Sub-Saharan Africa
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'Humanity's Greatest Achievement': More Than 51 Million African Lives Saved Thanks to Vaccination

© AP Photo / Jerome DelayIn this photo taken Wednesday, Dec. 11, 2019, health officials prepare to vaccine residents of the Malawi village of Tomali, where young children become test subjects for the world's first vaccine against malaria.
In this photo taken Wednesday, Dec. 11, 2019, health officials prepare to vaccine residents of the Malawi village of Tomali, where young children become test subjects for the world's first vaccine against malaria. - Sputnik Africa, 1920, 25.04.2024
The annual World Immunization Week, as well as African Vaccination Week, began on Wednesday. The World Health Organization outlined global vaccination campaigns in the second half of last century as "one of humanity's greatest achievements." They've helped eradicate dangerous diseases and ensure more children than ever before survive and thrive.
Approximately 51.2 million African people have been saved thanks to vaccination over the past half century, the World Health Organization shared on Wednesday.
Vaccination against 14 illnesses has helped cut infant mortality by 40% worldwide and over 50% in the African region in the last 50 years.
Overall, global immunization efforts have saved an estimated 154 million lives — or the equivalent of six lives every minute of every year — since 1974, when the WHO launched the Expanded Program on Immunization (EPI) initiative that aims to guarantee that all children have equal access to life-saving vaccines.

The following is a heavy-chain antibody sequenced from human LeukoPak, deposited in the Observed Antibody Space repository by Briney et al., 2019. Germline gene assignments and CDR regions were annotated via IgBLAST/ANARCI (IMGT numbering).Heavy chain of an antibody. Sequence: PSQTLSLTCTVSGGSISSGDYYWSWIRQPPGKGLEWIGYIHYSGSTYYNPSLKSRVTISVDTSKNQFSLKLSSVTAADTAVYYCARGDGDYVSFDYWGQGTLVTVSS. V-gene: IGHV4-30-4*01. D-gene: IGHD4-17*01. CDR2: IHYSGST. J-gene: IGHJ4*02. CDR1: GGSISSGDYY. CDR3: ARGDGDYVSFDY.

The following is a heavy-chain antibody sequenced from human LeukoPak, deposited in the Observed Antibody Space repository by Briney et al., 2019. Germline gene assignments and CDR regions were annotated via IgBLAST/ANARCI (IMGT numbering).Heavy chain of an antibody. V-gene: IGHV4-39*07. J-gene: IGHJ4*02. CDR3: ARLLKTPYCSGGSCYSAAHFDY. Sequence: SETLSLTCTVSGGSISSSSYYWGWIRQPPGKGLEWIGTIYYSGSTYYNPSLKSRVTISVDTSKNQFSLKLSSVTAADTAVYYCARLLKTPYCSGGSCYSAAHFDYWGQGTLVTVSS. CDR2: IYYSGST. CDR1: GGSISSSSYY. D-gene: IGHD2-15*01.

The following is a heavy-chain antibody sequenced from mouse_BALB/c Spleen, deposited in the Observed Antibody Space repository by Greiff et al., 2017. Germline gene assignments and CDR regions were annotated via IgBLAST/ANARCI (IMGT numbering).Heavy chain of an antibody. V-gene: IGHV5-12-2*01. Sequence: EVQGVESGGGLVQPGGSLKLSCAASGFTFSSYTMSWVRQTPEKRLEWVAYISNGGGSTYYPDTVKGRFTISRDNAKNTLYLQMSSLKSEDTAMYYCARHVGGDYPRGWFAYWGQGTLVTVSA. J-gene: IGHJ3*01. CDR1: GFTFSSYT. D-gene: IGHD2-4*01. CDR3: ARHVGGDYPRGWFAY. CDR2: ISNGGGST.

Today, most African nations offer antigens for 13 diseases that can be prevented through vaccination, which is an increase from the original six diseases when the EPI was launched.

Over this relatively short period, truly impressive results have been achieved. Measles deaths have fallen, with an estimated 19.5 million deaths averted over the past 22 years. There was also a "sharp" decrease in mortality from meningitis - to 39% in 2019 compared to 2000. Furthermore, Africa has almost completely eliminated maternal and neonatal tetanus, and in 2022, the region was declared free of indigenous wild poliovirus, which is, as the WHO noted, "a historic public health achievement."

“From disease prevention to eradication, the success story of vaccines is a compelling one. Millions of people are alive and healthy today thanks to the protection vaccines offer,” Matshidiso Moeti, WHO Regional Director for Africa, was quoted in the statement as saying. “We have half a century of momentum and have accomplished so much. Now, we must sustain and expand vaccine equity to end the threat of vaccine-preventable diseases.”

The introduction of new vaccines, such as the groundbreaking malaria vaccine, as well as the expansion of existing vaccines, such as the one for HPV that guards against the primary cause of cervical cancer, has also paved the way for future generations in Africa to flourish, according to the WHO.
 A nurse prepares to administer an AstraZeneca vaccination against COVID-19, at a district health center giving first, second, and booster doses to eligible people, in the low-income Kibera neighborhood of Nairobi, Kenya, Jan. 20, 2022.  - Sputnik Africa, 1920, 09.04.2024
WHO Praises Progress in African Health Systems While Identifying Areas Requiring Further Improvement
Despite progress, the region continues to face challenges in achieving and maintaining high immunization coverage rates against most vaccine-preventable diseases. There are also challenges to ensuring equitable access to vaccines across the continent: a significant number of children have yet to receive a single dose of life-saving vaccines, while others are not receiving enough doses, the UN body warned.
However, the WHO and its partners are working to close these gaps through the Big Catch-Up initiative, which aims to reach children who have been underserved or missed by routine vaccination programs. Initiatives such as the Zero-Dose Immunization Programme have also been created to provide vital health services to people in conflict-ridden and fragile areas.